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Dr Karen Martin
Reviewed by Dr Karen MartinReviewed on 19.10.2023 | 4 minutes read

Aspirin is an anti-inflammatory painkiller and antiplatelet. It tends to come in two different strengths: 325 mg and 81 mg (also known as baby aspirin). The 325 mg dose is primarily used as a pain reliever, and the 81 mg is used as an antiplatelet to help prevent blood clots from forming in the body.

Aspirin can come in many different formulations, including dispersible, gastro-resistant and regular tablets. When taken as a tablet, it is important that it is taken with or after food as it can cause stomach irritation. It is also formulated as oral gels, heat rub-on gels and heat sprays. It can start to work within 20 to 30 minutes of taking it, or instantly with rub or spray-on formulations.

Doctor’s advice

Who is it for?

There are two key uses for aspirin: an anti-inflammatory painkiller and an antiplatelet, which is given to prevent cardiovascular events. If your doctor has suggested you are at a high risk of cardiovascular events, they may prescribe 81 mg daily. Don’t start taking it without speaking to your doctor though, as all medications carry possible risks as well as benefits.

Aspirin as a pain reliever is suitable for people who have tried acetaminophen and are still in some pain. It can be a good next step in the treatment of musculoskeletal conditions such as sprains and strains. Taking aspirin gives more relief than acetaminophen alone. Aspirin is also effective for toothache which is why there is aspirin-based oral gel available.

How does it work?

Aspirin is a nonsteroidal anti-inflammatory drug (NSAID) from the same family as ibuprofen and naproxen. Because of this, make sure you aren’t taking aspirin alongside other anti-inflammatories or any other painkiller containing aspirin, as this can upset your stomach.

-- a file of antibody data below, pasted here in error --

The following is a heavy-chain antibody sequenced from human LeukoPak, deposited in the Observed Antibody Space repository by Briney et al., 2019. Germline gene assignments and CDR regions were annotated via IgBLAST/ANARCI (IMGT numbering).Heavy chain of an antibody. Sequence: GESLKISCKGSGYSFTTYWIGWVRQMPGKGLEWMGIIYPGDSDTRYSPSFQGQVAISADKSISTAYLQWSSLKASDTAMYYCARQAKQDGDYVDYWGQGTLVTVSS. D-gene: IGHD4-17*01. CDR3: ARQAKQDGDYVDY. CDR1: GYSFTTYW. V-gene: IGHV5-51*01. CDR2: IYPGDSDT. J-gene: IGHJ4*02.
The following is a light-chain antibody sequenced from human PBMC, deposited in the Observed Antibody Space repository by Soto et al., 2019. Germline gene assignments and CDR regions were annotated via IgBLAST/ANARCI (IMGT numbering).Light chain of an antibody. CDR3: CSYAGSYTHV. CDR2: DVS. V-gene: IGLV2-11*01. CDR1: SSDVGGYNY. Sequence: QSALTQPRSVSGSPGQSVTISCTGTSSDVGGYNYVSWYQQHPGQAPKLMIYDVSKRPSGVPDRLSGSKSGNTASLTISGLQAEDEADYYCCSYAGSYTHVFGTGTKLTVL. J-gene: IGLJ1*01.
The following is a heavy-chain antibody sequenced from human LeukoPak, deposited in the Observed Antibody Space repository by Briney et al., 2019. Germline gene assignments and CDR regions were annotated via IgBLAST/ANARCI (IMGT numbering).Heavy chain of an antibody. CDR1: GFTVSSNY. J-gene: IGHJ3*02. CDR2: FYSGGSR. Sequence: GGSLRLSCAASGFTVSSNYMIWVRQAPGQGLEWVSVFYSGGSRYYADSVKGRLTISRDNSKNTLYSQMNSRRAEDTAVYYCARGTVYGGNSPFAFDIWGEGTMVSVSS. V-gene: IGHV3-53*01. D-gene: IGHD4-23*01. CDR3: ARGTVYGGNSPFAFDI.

Aspirin’s anti-inflammatory effect works by blocking the body’s production of chemicals called prostaglandins, which are released in response to illness or injury. Prostaglandins can cause pain and inflammation to alert the body that it is unwell. By stopping prostaglandin production, this medication can stop pain, inflammation and also fever.

Aspirin’s antiplatelet effect works by stopping platelets from bunching together and therefore stops the blood from forming clots as easily.

You can take a dose of aspirin every 4-6 hours if needed but you should not take more than 4 g in 24 hours.

Should anyone avoid taking aspirin?

Like all medications, avoid aspirin if you have previously had an allergic reaction to the medication, if you have severe kidney or liver problems, or if you take other medications or have medical conditions where you would normally discuss it with your doctor or pharmacist before starting something new.

No one under the age of 18 should take aspirin due to an adverse reaction called Reyes syndrome, which can be very serious.

If you are asthmatic and haven’t had anti-inflammatories before, they can sometimes cause an acute asthma attack.

You should avoid aspirin if you are trying to get pregnant or are already pregnant, unless advised by your midwife or doctor. If you have a known stomach ulcer, or inflammatory bowel disease, you should avoid taking aspirin unless recommended by your doctor.

Are there any side effects?

Common side effects include headaches, feeling dizzy, nausea and vomiting. This is often because excess amounts of aspirin in the brain can bind to other receptors causing undesired effects. In this case, you may wish to try a lower dose.

Indigestion and heartburn are other common side effects of all anti-inflammatories, as they can irritate the lining of the stomach. If they are taken in the long-term without any stomach protection medication, they can cause stomach ulcers.

If you have started aspirin and your doctor doesn’t know, you should speak to them to see if they would recommend stomach protection medication when taking aspirin.

As with any medication, seek urgent medical advice if any symptoms develop of an allergic reaction such as a skin rash, shortness of breath, wheezing, or swelling of the tongue, mouth, lips, face or throat.

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Dr Karen Martin
Reviewed by Dr Karen Martin
Reviewed on 19.10.2023
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